FRAMINGHAM, MA – Shipments of wrist-worn wearables, inclusive of smartwatches, basic watches, and wristbands, reached 34.2 million units, up 28.8% year-over-year during the second quarter, according to International Data Corp.

The top five companies – Xiaomi, Apple, Huawei, Fitbit, and Samsung – continued to push forward with new products and promotional campaigns during the quarter, collectively capturing 65.7% of the market, an almost 12-point gain from last year.

"Health is now at the forefront for these devices, since companies have started providing actionable insights and prescriptive measures for end users," said Jitesh Ubrani, research manager for IDC Mobile Device Trackers. "Beyond health, mobile payment is also starting to become a mainstay as roughly two out of five wrist-worn wearables now include NFC, and many more simply use QR codes to complete transactions."

"While the wrist-worn form factor has been very popular, the other important part is the experience," said Ramon T. Llamas, research director, Wearables. "Glancing at data – like notifications, fitness stats, and even checking the time – remains the popular use case, but to be able to interact with the device via smart assistants, scroll easily through data with the rotating bezel like Samsung’s smartwatches, or connecting to smart home applications and devices raises wrist-worn wearables’ utility. Layer on top of this the growing market for applications on smartwatches, and the value of these devices increases further."

Xiaomi maintained the top position, thanks to its latest Mi Band 4. The company focuses almost exclusively on wristbands and has used the low cost to lure new users into its ecosystem of products. China remains the most active market for Xiaomi's products, though expansion outside China continues to be a priority.

Apple ranked second in terms of units. Although the company outpaces all others in terms of dollar value, as the average selling price for an Apple Watch was $448 during the quarter. The company also recently announced the Series 5, which should help the company maintain its leading position in the smartwatch market. IDC anticipates shipments of the Apple Watch to grow 10.8% by the end of 2019 and capture 38.9% of all smartwatches shipped during the year.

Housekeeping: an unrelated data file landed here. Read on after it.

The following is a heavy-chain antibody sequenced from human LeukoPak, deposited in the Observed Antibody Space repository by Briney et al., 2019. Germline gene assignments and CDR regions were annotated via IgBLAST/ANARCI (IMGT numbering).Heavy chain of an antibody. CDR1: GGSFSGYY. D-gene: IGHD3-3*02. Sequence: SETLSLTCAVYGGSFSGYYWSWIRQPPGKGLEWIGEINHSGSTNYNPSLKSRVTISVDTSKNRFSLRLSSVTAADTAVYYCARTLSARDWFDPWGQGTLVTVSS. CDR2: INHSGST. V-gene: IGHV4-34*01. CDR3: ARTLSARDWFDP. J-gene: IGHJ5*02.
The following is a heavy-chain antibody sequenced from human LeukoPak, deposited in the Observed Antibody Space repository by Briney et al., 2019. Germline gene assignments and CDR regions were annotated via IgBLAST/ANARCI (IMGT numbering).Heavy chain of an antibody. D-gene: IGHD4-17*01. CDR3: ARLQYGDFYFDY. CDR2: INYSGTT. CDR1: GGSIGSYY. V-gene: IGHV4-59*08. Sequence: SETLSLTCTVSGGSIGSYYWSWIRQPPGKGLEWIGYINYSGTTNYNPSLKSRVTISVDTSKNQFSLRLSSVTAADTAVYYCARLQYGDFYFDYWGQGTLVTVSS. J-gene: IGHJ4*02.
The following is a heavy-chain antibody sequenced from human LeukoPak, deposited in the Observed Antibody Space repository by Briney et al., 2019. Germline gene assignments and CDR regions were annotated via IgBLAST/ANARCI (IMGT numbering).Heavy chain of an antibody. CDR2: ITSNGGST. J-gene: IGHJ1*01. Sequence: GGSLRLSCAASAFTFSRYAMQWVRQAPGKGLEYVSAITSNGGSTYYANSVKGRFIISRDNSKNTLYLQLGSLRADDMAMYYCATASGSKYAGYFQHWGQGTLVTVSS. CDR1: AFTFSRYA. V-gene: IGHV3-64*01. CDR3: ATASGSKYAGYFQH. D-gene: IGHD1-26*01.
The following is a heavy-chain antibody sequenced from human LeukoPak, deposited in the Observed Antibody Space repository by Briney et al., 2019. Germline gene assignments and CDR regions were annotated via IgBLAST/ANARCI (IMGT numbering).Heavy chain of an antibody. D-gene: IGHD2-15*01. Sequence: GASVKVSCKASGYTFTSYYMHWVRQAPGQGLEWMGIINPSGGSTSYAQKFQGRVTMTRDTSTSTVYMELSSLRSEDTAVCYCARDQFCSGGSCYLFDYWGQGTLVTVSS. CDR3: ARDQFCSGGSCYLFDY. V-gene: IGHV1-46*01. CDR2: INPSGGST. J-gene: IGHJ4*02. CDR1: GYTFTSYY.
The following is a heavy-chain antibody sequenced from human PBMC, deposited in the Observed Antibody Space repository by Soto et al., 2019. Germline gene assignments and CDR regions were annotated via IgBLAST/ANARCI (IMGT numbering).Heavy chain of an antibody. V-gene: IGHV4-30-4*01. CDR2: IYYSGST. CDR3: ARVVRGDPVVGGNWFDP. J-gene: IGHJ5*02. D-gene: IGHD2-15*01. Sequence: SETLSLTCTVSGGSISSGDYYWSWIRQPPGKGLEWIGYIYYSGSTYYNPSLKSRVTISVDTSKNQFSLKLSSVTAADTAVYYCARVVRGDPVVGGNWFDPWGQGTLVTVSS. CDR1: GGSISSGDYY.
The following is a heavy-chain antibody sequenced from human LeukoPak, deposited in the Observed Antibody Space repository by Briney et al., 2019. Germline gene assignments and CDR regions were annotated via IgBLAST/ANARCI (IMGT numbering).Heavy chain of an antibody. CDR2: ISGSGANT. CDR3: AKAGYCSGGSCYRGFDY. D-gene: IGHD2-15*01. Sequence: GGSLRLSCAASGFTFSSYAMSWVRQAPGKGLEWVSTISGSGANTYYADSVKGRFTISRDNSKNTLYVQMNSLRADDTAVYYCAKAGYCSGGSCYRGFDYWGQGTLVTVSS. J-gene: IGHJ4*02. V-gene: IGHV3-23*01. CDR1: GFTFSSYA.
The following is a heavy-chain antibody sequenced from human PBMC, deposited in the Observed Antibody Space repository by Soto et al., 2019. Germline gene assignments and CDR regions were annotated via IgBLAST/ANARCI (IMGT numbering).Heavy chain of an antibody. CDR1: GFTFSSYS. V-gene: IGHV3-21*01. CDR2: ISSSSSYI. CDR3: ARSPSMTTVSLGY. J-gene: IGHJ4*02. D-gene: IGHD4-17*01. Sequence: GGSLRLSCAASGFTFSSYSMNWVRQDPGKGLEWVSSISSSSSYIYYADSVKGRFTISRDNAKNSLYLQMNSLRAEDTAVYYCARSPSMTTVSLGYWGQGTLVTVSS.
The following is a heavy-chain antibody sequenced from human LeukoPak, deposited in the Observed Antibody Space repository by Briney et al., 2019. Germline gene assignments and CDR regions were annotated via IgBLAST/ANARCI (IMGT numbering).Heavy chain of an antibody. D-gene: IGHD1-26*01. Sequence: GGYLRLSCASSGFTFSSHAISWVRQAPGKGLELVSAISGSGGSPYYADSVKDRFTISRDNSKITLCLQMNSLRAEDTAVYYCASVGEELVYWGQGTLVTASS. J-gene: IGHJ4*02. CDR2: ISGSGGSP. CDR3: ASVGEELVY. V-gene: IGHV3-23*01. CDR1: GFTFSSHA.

Huawei took third position with its dual-brand strategy aimed at capturing the mass market with the Huawei brand and a younger audience with the Honor brand. Many of the company's wearables are bundled with its smartphones, thereby putting the company in a challenging position, given all the recent uncertainty around its smartphone business. More recently, IDC has seen a bit of retrenchment as Huawei focused on the Chinese market during the quarter, growing its share, rather than prioritizing international expansion as it had in past quarters.

Fitbit, the market pioneer, ranked fourth in the recent quarter. Though its smartwatch business declined, thanks to poor reception of the Versa Lite, the company did manage overall growth due to the popularity of the newly launched Inspire wristbands. Industry buzz surrounding the Versa 2 has been positive, and the company's recent win in Singapore should help the company maintain positive momentum in the months to come, according to the research firm.

Samsung rounded out the top five and achieved the highest growth rate among them due to the introduction of its low-cost wristbands, the Galaxy Fit and Galaxy Fit e, and the popularity of the Galaxy Watch. Like Huawei, Samsung employs a bundling strategy that helps drive its wearables business, and the company remains one of the few brands actively targeting users interested in having cellular connectivity built into their wearables.

The positive momentum in wrist-worn wearables is expected to carry forward, as the category is projected to reach 152.7 million units by the end of 2019, with 21.7% growth over last year, and 194.1 million units by 2023, with a compound annual growth rate of 6.2%. However, growth in the category is relegated to watches, as the market for wristbands will remain essentially flat, with a 0.1% CAGR, and share will decline from 41.2% in 2019 to 32.5% in 2023.

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